Come behind the scenes of A.V.H. by D&J Ambrose

Fresh from the fashion pages of our May 2022 issue, discover more about the concept and creation of the latest collection from D&J Ambrose

The before…

“The idea behind the collection was to create something without rules or restriction – we had just come out of lockdown and I wanted to pour that new sense of freedom into my work and really unleash creatively. My partner Jackie worked on creating the characters and I came up with the concept, an insight into living alongside a futuristic virtual world of indulgence and obsession.”

The shoot…

“Since we wanted to convert elements of each shot using digital enhancement, we had to consider every detail and how it would alter post-production; when an image becomes digital, the whole structure of colour formation changes.

The ‘Cyber Crop’ was created using fabrics and gold and silver leafing, applied freestyle to create an erratic shape and to capture the light. It’s stripped back and confident – an ‘android fashionista’ moment! The ‘Doll’ was about mimicking childlike purity with a razor cut bob with a shattered perimeter and short, blunt fringe for that real impact around the eyes. We also shoe-shined a colour patch into the hair for a faded, vintage effect.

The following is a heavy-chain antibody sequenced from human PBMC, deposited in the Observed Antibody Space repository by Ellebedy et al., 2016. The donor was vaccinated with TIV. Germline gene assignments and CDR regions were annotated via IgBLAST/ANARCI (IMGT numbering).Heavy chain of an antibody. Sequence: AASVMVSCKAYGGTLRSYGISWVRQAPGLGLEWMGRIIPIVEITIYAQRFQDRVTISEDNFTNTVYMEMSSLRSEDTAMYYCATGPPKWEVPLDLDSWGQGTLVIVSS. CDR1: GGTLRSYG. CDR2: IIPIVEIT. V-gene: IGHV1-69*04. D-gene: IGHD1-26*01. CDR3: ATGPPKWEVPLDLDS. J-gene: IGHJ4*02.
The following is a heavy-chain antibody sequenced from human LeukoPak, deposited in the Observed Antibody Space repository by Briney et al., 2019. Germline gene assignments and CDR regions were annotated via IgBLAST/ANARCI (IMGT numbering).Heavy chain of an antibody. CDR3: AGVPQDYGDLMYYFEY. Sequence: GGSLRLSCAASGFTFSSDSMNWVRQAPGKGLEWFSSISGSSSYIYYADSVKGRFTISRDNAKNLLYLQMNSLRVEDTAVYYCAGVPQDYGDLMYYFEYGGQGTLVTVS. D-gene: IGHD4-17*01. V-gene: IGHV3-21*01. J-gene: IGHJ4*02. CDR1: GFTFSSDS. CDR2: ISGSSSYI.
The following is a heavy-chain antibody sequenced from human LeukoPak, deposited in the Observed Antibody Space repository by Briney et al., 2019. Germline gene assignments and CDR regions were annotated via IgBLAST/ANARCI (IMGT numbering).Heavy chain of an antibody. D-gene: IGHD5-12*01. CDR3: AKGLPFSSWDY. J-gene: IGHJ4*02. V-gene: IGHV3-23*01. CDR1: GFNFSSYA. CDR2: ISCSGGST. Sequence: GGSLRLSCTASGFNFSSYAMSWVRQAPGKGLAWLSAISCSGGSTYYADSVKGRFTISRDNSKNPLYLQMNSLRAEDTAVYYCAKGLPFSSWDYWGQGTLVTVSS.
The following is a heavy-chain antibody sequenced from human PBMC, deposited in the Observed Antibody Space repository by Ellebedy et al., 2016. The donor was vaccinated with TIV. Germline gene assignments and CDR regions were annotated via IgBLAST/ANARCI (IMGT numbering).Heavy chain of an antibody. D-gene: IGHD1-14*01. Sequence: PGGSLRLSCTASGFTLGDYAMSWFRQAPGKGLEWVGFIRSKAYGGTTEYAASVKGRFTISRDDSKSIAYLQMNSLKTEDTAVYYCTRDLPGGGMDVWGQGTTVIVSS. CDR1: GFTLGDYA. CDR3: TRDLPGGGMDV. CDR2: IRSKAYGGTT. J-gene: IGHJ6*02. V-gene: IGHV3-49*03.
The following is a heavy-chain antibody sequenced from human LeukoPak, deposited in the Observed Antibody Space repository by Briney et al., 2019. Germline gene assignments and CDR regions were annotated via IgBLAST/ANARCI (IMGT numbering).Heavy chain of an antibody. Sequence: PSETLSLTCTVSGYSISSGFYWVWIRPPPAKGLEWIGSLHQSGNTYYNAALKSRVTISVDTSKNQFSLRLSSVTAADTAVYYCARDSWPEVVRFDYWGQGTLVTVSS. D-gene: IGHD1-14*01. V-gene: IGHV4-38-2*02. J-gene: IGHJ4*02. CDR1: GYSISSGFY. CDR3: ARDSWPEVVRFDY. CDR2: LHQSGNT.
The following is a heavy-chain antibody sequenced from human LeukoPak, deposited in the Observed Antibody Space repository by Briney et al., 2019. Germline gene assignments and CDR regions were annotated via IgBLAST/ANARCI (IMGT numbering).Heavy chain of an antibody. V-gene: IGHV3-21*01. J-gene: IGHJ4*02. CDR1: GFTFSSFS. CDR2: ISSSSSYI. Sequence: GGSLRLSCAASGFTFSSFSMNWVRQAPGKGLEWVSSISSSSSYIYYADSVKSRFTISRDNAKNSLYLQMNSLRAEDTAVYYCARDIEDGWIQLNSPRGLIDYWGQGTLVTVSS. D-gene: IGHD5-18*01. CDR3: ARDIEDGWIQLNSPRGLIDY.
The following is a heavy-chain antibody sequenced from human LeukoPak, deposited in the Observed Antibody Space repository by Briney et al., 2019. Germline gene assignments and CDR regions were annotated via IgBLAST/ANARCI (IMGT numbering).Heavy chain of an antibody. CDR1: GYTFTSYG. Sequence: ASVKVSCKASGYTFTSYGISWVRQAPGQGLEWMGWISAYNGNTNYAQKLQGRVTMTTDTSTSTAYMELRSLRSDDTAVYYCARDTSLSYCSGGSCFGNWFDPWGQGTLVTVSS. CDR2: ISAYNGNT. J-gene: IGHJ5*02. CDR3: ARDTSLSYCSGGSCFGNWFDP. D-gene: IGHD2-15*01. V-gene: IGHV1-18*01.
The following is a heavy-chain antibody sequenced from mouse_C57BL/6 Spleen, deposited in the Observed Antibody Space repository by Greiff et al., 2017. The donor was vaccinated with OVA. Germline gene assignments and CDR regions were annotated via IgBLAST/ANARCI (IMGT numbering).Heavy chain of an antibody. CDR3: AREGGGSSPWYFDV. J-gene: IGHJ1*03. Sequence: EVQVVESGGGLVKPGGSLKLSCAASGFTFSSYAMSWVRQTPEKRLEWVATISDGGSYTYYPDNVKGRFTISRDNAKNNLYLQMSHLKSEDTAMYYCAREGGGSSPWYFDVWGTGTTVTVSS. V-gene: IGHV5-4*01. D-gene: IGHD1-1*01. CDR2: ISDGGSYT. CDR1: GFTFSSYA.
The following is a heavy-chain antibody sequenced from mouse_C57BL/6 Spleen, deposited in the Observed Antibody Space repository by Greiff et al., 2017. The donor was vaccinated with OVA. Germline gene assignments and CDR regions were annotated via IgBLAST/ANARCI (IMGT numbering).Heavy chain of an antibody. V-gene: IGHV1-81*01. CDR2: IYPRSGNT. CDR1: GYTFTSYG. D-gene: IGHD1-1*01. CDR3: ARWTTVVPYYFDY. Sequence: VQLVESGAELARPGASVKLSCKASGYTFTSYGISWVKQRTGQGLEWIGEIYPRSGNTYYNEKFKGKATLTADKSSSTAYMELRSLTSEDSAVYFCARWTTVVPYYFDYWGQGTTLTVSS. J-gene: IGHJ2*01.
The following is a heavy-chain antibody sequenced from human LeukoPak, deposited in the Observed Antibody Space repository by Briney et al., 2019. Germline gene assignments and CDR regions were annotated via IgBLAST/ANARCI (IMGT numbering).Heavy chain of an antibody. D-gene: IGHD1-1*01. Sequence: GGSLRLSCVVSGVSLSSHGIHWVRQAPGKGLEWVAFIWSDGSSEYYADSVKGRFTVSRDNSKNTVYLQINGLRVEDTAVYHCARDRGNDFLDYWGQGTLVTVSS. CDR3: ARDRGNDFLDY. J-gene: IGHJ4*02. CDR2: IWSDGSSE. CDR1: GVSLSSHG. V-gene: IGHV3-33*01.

The teased up-do draws on inspiration from the ’60s and we used classic prepping methods to create maximum body and lift – plenty of mousse, dry shampoo and a traditional set, before backcombing and shaping. The darker root creates that beautiful shadow and a grungier edge – she’s a girl who’d have been hanging out in a smoky underground club. Finally, our men’s look was inspired by the idea of a cyber action hero, fusing urban and indie influences. We created cane rows tight to the head, leaving the length free to move and there is texture around the hair line for a lived-in feel.

The final shots…

“In creating the final collection, I printed off two copies of each image – one which Chris, the photographer, had digitally processed and one with a regular finish – then began to cut up the digital versions, burning them in the middle. I wanted to mimic what happens when photographic paper burns – the way it bubbles and separates and starts to open up. There was no one dictated direction, it was about experimentation and seeing how the process evolved from concept to completion.”

See the full collection from D&J Ambrose > 

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